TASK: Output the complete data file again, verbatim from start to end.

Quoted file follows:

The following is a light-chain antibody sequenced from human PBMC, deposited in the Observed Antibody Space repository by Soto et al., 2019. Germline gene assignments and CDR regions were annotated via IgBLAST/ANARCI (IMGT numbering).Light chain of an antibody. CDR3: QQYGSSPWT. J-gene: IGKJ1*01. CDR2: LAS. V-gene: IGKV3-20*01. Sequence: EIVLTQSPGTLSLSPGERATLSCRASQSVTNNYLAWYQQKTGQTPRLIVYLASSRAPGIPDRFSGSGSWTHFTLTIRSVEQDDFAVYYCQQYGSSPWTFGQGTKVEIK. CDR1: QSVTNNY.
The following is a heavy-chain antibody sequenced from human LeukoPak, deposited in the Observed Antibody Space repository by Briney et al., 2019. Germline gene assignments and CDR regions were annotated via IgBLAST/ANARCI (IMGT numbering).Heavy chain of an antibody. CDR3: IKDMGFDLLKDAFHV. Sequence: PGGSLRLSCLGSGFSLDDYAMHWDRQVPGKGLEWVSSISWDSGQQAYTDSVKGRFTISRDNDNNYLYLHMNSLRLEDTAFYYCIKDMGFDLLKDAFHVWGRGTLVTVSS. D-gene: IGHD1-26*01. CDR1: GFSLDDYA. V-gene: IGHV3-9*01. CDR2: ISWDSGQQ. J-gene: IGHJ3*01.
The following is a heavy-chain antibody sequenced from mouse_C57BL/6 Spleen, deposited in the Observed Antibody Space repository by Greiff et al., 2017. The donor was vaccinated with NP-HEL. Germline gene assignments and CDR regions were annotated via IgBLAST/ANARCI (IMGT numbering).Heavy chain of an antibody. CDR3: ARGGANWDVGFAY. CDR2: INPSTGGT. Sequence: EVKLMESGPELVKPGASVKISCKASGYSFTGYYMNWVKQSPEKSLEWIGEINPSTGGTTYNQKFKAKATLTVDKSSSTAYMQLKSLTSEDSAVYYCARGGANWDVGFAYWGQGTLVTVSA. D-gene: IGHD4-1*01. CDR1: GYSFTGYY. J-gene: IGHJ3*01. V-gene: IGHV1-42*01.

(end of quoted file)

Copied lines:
The following is a light-chain antibody sequenced from human PBMC, deposited in the Observed Antibody Space repository by Soto et al., 2019. Germline gene assignments and CDR regions were annotated via IgBLAST/ANARCI (IMGT numbering).Light chain of an antibody. CDR3: QQYGSSPWT. J-gene: IGKJ1*01. CDR2: LAS. V-gene: IGKV3-20*01. Sequence: EIVLTQSPGTLSLSPGERATLSCRASQSVTNNYLAWYQQKTGQTPRLIVYLASSRAPGIPDRFSGSGSWTHFTLTIRSVEQDDFAVYYCQQYGSSPWTFGQGTKVEIK. CDR1: QSVTNNY.
The following is a heavy-chain antibody sequenced from human LeukoPak, deposited in the Observed Antibody Space repository by Briney et al., 2019. Germline gene assignments and CDR regions were annotated via IgBLAST/ANARCI (IMGT numbering).Heavy chain of an antibody. CDR3: IKDMGFDLLKDAFHV. Sequence: PGGSLRLSCLGSGFSLDDYAMHWDRQVPGKGLEWVSSISWDSGQQAYTDSVKGRFTISRDNDNNYLYLHMNSLRLEDTAFYYCIKDMGFDLLKDAFHVWGRGTLVTVSS. D-gene: IGHD1-26*01. CDR1: GFSLDDYA. V-gene: IGHV3-9*01. CDR2: ISWDSGQQ. J-gene: IGHJ3*01.
The following is a heavy-chain antibody sequenced from mouse_C57BL/6 Spleen, deposited in the Observed Antibody Space repository by Greiff et al., 2017. The donor was vaccinated with NP-HEL. Germline gene assignments and CDR regions were annotated via IgBLAST/ANARCI (IMGT numbering).Heavy chain of an antibody. CDR3: ARGGANWDVGFAY. CDR2: INPSTGGT. Sequence: EVKLMESGPELVKPGASVKISCKASGYSFTGYYMNWVKQSPEKSLEWIGEINPSTGGTTYNQKFKAKATLTVDKSSSTAYMQLKSLTSEDSAVYYCARGGANWDVGFAYWGQGTLVTVSA. D-gene: IGHD4-1*01. CDR1: GYSFTGYY. J-gene: IGHJ3*01. V-gene: IGHV1-42*01.